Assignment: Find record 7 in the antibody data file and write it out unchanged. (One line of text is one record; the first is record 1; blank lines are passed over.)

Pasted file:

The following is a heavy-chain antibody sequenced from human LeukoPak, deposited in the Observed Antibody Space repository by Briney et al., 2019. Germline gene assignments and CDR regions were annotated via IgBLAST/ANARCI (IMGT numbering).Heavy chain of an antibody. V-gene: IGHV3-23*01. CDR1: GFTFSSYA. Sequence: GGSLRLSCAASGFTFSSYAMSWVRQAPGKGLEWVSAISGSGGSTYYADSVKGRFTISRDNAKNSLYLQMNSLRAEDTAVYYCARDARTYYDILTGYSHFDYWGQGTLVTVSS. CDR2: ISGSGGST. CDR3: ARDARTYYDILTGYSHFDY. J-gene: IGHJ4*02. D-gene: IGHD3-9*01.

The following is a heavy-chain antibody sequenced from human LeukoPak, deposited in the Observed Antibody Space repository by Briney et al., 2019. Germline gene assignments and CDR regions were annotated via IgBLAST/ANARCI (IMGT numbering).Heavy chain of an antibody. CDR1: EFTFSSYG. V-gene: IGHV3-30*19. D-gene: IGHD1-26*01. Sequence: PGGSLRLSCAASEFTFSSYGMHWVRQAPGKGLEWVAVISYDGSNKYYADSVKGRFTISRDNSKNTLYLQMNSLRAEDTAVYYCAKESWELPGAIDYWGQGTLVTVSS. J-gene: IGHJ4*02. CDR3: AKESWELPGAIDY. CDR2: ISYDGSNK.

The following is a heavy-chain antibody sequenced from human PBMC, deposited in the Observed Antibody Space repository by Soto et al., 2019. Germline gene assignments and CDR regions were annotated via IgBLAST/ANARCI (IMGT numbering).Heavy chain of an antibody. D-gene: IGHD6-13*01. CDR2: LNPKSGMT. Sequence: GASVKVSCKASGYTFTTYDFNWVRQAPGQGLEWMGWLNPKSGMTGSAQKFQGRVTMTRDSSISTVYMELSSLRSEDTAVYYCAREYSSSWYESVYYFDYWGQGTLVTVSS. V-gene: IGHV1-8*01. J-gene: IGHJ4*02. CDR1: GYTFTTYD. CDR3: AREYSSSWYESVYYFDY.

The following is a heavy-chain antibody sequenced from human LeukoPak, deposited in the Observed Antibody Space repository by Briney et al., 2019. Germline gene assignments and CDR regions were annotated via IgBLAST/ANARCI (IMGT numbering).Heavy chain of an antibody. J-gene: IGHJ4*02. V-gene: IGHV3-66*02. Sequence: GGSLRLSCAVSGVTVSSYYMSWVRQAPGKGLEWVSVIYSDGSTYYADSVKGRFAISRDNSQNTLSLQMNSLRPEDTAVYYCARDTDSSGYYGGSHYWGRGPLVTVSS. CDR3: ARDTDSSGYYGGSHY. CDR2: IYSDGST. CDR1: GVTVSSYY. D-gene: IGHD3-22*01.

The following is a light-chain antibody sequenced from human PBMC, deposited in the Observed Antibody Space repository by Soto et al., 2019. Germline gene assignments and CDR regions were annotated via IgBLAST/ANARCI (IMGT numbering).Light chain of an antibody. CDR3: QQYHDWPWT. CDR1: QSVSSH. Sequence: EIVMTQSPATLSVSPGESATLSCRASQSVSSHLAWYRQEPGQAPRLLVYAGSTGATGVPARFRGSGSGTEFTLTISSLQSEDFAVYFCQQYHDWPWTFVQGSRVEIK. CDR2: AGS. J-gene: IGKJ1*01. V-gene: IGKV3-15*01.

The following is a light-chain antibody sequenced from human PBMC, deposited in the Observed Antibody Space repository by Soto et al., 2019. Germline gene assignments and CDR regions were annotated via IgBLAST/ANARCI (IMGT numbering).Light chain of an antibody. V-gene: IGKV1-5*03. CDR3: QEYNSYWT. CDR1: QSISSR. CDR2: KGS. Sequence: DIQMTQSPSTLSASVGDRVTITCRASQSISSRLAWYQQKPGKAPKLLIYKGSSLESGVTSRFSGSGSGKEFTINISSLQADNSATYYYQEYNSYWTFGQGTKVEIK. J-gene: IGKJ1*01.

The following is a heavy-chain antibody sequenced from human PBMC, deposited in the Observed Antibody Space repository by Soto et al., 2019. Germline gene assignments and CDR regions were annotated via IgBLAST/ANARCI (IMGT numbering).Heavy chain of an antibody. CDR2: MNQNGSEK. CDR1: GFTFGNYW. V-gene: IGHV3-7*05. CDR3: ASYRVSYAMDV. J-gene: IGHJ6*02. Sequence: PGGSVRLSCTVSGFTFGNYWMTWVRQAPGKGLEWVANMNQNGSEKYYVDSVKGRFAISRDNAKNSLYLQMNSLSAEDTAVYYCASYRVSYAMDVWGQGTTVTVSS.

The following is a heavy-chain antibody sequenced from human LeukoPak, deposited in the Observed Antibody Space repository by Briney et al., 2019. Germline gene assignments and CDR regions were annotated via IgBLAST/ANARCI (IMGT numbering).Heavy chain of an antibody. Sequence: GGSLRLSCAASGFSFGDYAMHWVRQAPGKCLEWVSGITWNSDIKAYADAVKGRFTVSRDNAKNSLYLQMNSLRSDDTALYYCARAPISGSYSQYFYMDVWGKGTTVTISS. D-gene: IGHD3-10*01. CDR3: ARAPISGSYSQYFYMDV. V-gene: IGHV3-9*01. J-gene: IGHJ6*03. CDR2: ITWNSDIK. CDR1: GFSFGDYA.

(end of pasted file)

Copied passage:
The following is a heavy-chain antibody sequenced from human PBMC, deposited in the Observed Antibody Space repository by Soto et al., 2019. Germline gene assignments and CDR regions were annotated via IgBLAST/ANARCI (IMGT numbering).Heavy chain of an antibody. CDR2: MNQNGSEK. CDR1: GFTFGNYW. V-gene: IGHV3-7*05. CDR3: ASYRVSYAMDV. J-gene: IGHJ6*02. Sequence: PGGSVRLSCTVSGFTFGNYWMTWVRQAPGKGLEWVANMNQNGSEKYYVDSVKGRFAISRDNAKNSLYLQMNSLSAEDTAVYYCASYRVSYAMDVWGQGTTVTVSS.